The Swiss chard I got was so big, I had to clean it in the bathtub (not to worry, I cleaned it to surgical standards before I gave it a wash). And speaking of big, I had these enormous shards of cinnamon that my friend Diane gave me a while back that I was waiting to use, and the spiciness of this Vietnamese cinnamon was so alluring when I grated it that now that I’ve used it, I’m wondering what the heck took me so long to finally grate it up?

cinnamon apples I picked

You probably don’t need me to tell you that this tart isn’t for everyone. (If you’re one of those people, thanks for reading at least this far.) It’s not super-sweet and has a bit of Parmesan cheese in it, plus the dough made with olive oil instead of butter. But it sounds odder than it tastes, and folks make sweet desserts with vegetables all the time, such as Carrot Cake and Sweet Potato Pie, so it’s really not that much of a stretch, my friends.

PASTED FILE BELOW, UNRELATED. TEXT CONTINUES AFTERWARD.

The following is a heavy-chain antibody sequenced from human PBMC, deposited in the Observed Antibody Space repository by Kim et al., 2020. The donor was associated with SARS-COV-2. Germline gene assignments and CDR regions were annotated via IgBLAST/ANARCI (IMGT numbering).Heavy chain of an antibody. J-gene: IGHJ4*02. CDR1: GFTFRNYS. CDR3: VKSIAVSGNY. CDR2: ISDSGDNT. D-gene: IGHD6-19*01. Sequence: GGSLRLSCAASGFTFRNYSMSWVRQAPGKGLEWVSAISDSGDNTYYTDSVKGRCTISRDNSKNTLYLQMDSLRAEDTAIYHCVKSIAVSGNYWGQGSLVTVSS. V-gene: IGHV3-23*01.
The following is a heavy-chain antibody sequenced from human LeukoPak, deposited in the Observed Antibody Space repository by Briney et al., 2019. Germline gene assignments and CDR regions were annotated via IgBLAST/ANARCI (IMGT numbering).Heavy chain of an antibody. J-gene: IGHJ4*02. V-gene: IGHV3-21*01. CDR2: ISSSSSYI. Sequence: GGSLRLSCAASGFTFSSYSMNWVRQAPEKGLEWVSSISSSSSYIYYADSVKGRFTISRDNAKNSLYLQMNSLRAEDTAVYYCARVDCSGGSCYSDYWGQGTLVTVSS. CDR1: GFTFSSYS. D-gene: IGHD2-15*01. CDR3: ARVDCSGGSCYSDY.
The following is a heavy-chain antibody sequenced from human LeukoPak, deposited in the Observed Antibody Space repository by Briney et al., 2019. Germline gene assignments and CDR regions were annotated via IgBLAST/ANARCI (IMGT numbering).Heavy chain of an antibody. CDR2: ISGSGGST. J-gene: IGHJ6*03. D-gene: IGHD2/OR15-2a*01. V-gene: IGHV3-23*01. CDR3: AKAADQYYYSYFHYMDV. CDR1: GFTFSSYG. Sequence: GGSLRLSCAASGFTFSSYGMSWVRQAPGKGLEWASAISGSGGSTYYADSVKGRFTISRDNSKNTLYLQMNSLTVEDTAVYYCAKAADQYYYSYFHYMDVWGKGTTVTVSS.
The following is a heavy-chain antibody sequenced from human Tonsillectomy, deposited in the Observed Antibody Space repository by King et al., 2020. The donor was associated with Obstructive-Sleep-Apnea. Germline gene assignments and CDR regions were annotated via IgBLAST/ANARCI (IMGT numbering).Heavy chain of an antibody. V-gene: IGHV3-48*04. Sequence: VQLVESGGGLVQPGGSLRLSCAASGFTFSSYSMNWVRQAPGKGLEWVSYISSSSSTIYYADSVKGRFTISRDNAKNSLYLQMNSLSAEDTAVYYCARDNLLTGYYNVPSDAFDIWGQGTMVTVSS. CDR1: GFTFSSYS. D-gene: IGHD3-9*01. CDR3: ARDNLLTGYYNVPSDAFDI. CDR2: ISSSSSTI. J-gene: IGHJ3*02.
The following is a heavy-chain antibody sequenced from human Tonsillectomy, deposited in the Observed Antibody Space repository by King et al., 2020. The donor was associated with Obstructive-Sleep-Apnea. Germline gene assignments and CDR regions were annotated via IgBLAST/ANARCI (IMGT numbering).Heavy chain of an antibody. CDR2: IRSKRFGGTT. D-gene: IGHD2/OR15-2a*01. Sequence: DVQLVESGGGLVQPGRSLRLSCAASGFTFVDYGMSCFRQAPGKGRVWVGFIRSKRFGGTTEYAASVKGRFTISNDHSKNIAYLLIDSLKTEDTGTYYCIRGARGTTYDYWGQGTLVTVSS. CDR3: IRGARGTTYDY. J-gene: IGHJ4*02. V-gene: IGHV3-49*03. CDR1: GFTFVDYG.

I’ve seen Tourtes de blettes with apples tucked in there, and sometimes not. I used them in this one because I was apple picking this weekend and had an overabundance—to say the least, of apples to use up. (Why couldn’t I go Swiss chard-picking?) Although the two apples I used hardly put a dent in my basketload.

sliced apples tourte de blettes

The tree I climbed to get these apples wasn’t marked anywhere telling me what kind of apples they were. But these were apples that were more croquant (crisp) than traditional baking apples, the kind that get squishy soft when you cook them. (But hey, they were free. So I wasn’t complaining.) But I recommend that you use apples that will cook until they’re nice and soft if you can.

The dough can be a bit tricky to roll, so I roll it between two sheets of parchment paper. It won’t look like a museum piece when it’s transferred into the pan, but you can use your hand to press it into place. And no one is going to see the bottom, except for real sticklers, but who wants to feed those kinds of people anyways?

swissh chard tart


Swiss Chard Tart (Tourte de blettes)